Occupy Homes is calling for the Minneapolis Police Department to follow its own foreclosure protest protocol, which requires a number of steps before people can be arrested. The demand that police follow their own rules came after seven people occupying vacant houses were arrested within 10 days in March. On April 1st, Occupy held a rally in downtown Minneapolis and marched on the offices of Police Chief and City Attorney Susan Segal, where protesters placed the boards the police had used to board homes reclaimed by Occupy Houses.
Occupy Homes along with members of the community placed large wooden boards over the doors at the Minneapolis Police Department and the City Attorneys office, giving them a taste of what’s been happening to folks going through foreclosure. Over the past two weeks the Minneapolis Police Department has come down hard on people who are reclaiming vacant homes. Those arrested weren’t given a chance to depart the premises, as has been the case for others in this situation. Protestors want to know what’s behind the more aggressive law enforcement stance recently and how come no bankers have been arrested or prosecuted for leaving communities in shambles. Continue Reading
Five years ago, when the housing crisis hit with a vengeance, new home construction in the exurban ring counties around the Twin Cities and St. Cloud came to a screeching halt, new housing tracts were boarded up, and thousands of people lost homes they couldn’t afford after losing jobs.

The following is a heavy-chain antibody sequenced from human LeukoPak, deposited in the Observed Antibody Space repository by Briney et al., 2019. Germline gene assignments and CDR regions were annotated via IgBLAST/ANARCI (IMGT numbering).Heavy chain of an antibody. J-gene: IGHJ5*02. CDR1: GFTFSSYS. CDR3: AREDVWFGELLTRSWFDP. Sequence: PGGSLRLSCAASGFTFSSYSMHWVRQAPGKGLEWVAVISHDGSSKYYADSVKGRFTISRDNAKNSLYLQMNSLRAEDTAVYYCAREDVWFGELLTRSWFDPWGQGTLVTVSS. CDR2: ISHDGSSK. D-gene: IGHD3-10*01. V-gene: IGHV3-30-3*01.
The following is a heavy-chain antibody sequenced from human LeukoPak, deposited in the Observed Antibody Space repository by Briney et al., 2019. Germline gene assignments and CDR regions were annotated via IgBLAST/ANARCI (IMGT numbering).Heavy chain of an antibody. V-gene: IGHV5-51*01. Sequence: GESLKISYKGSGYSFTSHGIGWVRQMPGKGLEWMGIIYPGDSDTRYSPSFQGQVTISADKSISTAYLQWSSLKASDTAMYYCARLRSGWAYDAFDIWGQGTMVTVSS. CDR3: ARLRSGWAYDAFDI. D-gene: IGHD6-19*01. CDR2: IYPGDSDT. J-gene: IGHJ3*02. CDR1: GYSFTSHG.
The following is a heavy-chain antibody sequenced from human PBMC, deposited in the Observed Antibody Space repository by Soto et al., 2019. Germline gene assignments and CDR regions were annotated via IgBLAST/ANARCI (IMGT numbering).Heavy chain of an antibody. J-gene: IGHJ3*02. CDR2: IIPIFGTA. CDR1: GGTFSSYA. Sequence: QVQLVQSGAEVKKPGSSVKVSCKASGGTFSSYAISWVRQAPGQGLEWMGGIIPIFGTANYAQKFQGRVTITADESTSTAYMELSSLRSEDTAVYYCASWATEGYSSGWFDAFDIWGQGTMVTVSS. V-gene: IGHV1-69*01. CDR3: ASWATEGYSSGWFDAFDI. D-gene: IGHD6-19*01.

When the housing crash hit five years ago, no East Metro or St. Paul neighborhood was spared, but the East Side and Frogtown – more formally Thomas-Dale – neighborhoods were especially impacted by foreclosures, property abandonment and loss of family wealth tied up in homes.
Good news? The bank took your home but now they have decided that if you had an economic hardship you should get to buy another home. Perhaps the zilions of foreclosures during the great recession were not due to economic hardship and the collapse of the housing market? At any rate this is supposed to be good news. Continue Reading
This could be a story about unbridled greed. Or about making money without regard to consequences. Perhaps, it is a tale that simply exemplifies responsible real estate investing as defined by Chris Gleize of Northern Value Group. Chris figures large as a protagonist in this drama. But I will let you, the reader, draw your own conclusions. A good percentage of the information provided in this story comes from public court documents. Other information was provided by Mr. Gleize’s attorney and the homeowner who is now subject to immediate eviction. Nafeesah a strong, middle aged woman who has lived in single family four bedroom house since 1991 is the other major player in this unfolding narrative. Just down the block from from Lake Street, it has stood in its present location since 1904! Continue Reading